The Chinese Super League already has its first managerial casualty and Goal Asia’s Peter Davis looks at why this happened so soon
By Peter Davis | Chinese Football Editor, Goal Asia
Something that is rarely discussed or indeed noticed by most (outside regular viewers of the Chinese Super League) is the weird world of managerial changes in China, the all too regular issue has reared its ugly head again with the resignation of Wuhan Zall coach Zheng Xiong just six games into the season. Xiong has almost immediately been replaced by Serbian Ljubiša Tumbaković who coached Shandong Luneng to two CSL triumphs.
Admittedly, Wuhan’s start to the season has been quite bad with five defeats and a draw but the first four defeats were by just one goal against very difficult opposition for a newly promoted side. Asia Champion’s League sides Jiangsu Sainty, Guizhou Renhe and Beijing Guoan were first up followed by a tough fixture against the much fancied Dalian Aerbin. To call for their manager’s head would seem somewhat premature to many supporters but call they did come the final whistle of the Aerbin defeat and those vocal fans got their wish in the end, an away draw with Changchun Yatai was followed by a 2-0 defeat to Guangzhou R&F and Xiong leaving Wuhan.
Unfortunately, this was not an isolated case in fact it is something of a tradition in recent years, Jiangsu Sainty sacked Slovakian coach Ján Kocian and Shandong Luneng showed Croatian boss Branko Ivanković the door after five rounds of the 2011 CSL while Qingdao Jonoon let Bosnian coach Blaž Slišković go just four ties into the 2012 season.
While the number of managerial changes are not at the standards of England which are at a five year high of 33 managers losing their jobs in the current season, Chinese football or rather the bosses behind Chinese football clubs do seem to have a tendency toward knee jerk reactions when it comes to not so much hiring but employing managers.
Marcello Lippi was hired under odd circumstances with the Guangzhou Evergrande powers that be replacing the South Korean Lee Jang-Soo with the Italian. Jang-Soo had lead Evergrande through arguably its greatest spell to date by getting the 2010 China League One and 2011 CSL titles back to back as well as the 2012 China Super Cup. Lippi replaced him mid-May last year with very little grounds to sack the South Korean coach who had brought so much success to the club.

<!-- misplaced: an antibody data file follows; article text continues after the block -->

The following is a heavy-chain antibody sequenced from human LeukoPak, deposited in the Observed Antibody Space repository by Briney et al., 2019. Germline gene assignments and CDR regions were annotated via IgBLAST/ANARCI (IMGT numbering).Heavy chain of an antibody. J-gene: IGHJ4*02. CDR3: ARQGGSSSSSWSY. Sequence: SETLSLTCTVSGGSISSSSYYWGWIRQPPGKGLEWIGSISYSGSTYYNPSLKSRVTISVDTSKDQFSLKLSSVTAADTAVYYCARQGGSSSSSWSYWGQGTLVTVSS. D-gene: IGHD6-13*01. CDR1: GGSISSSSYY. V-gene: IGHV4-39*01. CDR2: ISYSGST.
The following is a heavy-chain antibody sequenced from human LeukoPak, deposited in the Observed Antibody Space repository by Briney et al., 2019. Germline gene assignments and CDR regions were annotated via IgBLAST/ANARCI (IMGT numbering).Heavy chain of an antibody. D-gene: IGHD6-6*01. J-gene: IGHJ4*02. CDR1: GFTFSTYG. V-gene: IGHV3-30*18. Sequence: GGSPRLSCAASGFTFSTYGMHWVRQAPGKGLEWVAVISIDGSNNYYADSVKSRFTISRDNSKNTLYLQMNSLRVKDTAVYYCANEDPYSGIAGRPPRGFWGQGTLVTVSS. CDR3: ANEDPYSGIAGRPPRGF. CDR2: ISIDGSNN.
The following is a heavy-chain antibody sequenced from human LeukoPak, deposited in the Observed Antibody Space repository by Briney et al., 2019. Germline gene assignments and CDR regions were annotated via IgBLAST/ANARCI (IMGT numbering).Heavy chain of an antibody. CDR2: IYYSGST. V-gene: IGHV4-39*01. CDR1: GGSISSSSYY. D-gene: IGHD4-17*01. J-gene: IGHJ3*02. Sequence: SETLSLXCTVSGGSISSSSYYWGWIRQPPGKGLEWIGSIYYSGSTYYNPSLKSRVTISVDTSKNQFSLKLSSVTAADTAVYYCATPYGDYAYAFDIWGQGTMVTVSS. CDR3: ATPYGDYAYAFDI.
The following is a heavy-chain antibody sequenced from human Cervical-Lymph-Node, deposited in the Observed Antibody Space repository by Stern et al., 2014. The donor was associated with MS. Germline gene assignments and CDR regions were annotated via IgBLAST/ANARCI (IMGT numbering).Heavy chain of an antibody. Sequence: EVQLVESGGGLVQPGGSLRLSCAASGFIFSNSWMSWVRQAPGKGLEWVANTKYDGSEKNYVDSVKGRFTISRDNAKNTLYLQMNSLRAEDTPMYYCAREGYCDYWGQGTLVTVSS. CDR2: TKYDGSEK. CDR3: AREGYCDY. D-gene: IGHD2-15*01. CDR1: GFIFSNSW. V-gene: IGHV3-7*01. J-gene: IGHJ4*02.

Jaime Pacheco was also harshly dismissed from his role as Beijing Guoan coach, CSL runners up in 2011 and finishing third in 2012, the Portuguese will be remembered affectionately by Guoan fans. Another high profile side, Dalian Aerbin who count Seydou Keita, Guillaume Hoarau and Fábio Rochemback in their ranks, are still in limbo themselves with current manager Li Ming only in caretaker charge.
One story to the contrary though is that of Hangzhou Greentown’s manager Takeshi Okada who moved in December 2011 to his first role following his time at the helm of the Japanese national team. Amid such difficult times in 2012 and early 2013 with rising tensions between China and Japan, Hangzhou have to their credit stuck by their coach.
Foreign managers in the CSL are very common, only six of the 16 CSL sides have a Chinese manager currently. Brazilian, Argentinean, Italian, Japanese and South Korean managers all ply their trade in China’s top tier. The most common nationality of manager other than Chinese is surprisingly Serbian with Aleksandar Stanojević (Beijing Guoan), Radomir Antić (Shandong Luneng), Dragan Okuka (Jiangsu Sainty) and now Ljubiša Tumbaković (Wuhan Zall) representing the nation in China.
With Wuhan Zall already changing their manager, attention on this topic will now change to the next manager on the ropes in the CSL. Several managers are badly underperforming, chief of which is Alexandre Guimarães of Tianjin Teda who have not won a CSL game in six months and currently sit bottom of the CSL on -3 points following a deduction for match fixing. Guimarães has publicly stated that he will not resign although should the Tianjin side get further adrift it may not be his decision to make.
The inevitable “Who’s next?” question aside, we can hope that managers are given significant time to turn around their clubs fortunes before getting the unenviable job of clearing out their desk which is something that is seemingly something becoming more common in Chinese football.
Beijing-based Peter Davis watched Liaoning Whowin play Chengdu Blades in 2008 and has been hooked on Chinese football ever since. He is a regular contributor to Wild East Football and can be found on Twitter at @peteydavis